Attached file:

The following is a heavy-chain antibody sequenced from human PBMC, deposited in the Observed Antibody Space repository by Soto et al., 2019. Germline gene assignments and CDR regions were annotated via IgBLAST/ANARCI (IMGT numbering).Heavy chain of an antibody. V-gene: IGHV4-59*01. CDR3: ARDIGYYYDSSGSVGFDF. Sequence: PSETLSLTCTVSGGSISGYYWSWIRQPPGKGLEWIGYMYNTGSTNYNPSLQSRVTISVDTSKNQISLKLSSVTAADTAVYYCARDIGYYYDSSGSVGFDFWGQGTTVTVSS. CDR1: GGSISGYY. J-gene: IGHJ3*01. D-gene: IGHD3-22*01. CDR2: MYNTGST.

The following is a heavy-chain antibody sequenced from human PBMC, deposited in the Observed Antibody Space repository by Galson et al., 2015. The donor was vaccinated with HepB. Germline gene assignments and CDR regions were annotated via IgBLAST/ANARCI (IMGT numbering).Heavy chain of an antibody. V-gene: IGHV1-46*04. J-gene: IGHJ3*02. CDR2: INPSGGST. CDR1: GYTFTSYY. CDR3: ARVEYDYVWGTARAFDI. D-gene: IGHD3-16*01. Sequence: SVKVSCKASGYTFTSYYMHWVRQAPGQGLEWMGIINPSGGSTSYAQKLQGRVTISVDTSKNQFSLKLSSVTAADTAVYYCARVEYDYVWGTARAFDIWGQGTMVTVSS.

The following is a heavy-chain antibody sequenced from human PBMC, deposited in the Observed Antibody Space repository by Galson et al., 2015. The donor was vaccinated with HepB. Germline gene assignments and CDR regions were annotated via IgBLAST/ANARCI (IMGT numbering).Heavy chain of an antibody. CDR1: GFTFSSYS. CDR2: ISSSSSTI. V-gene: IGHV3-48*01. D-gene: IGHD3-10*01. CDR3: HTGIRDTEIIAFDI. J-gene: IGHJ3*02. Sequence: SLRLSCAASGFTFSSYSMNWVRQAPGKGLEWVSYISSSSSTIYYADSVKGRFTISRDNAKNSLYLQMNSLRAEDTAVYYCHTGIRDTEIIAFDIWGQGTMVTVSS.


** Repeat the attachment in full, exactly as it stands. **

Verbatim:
The following is a heavy-chain antibody sequenced from human PBMC, deposited in the Observed Antibody Space repository by Soto et al., 2019. Germline gene assignments and CDR regions were annotated via IgBLAST/ANARCI (IMGT numbering).Heavy chain of an antibody. V-gene: IGHV4-59*01. CDR3: ARDIGYYYDSSGSVGFDF. Sequence: PSETLSLTCTVSGGSISGYYWSWIRQPPGKGLEWIGYMYNTGSTNYNPSLQSRVTISVDTSKNQISLKLSSVTAADTAVYYCARDIGYYYDSSGSVGFDFWGQGTTVTVSS. CDR1: GGSISGYY. J-gene: IGHJ3*01. D-gene: IGHD3-22*01. CDR2: MYNTGST.

The following is a heavy-chain antibody sequenced from human PBMC, deposited in the Observed Antibody Space repository by Galson et al., 2015. The donor was vaccinated with HepB. Germline gene assignments and CDR regions were annotated via IgBLAST/ANARCI (IMGT numbering).Heavy chain of an antibody. V-gene: IGHV1-46*04. J-gene: IGHJ3*02. CDR2: INPSGGST. CDR1: GYTFTSYY. CDR3: ARVEYDYVWGTARAFDI. D-gene: IGHD3-16*01. Sequence: SVKVSCKASGYTFTSYYMHWVRQAPGQGLEWMGIINPSGGSTSYAQKLQGRVTISVDTSKNQFSLKLSSVTAADTAVYYCARVEYDYVWGTARAFDIWGQGTMVTVSS.

The following is a heavy-chain antibody sequenced from human PBMC, deposited in the Observed Antibody Space repository by Galson et al., 2015. The donor was vaccinated with HepB. Germline gene assignments and CDR regions were annotated via IgBLAST/ANARCI (IMGT numbering).Heavy chain of an antibody. CDR1: GFTFSSYS. CDR2: ISSSSSTI. V-gene: IGHV3-48*01. D-gene: IGHD3-10*01. CDR3: HTGIRDTEIIAFDI. J-gene: IGHJ3*02. Sequence: SLRLSCAASGFTFSSYSMNWVRQAPGKGLEWVSYISSSSSTIYYADSVKGRFTISRDNAKNSLYLQMNSLRAEDTAVYYCHTGIRDTEIIAFDIWGQGTMVTVSS.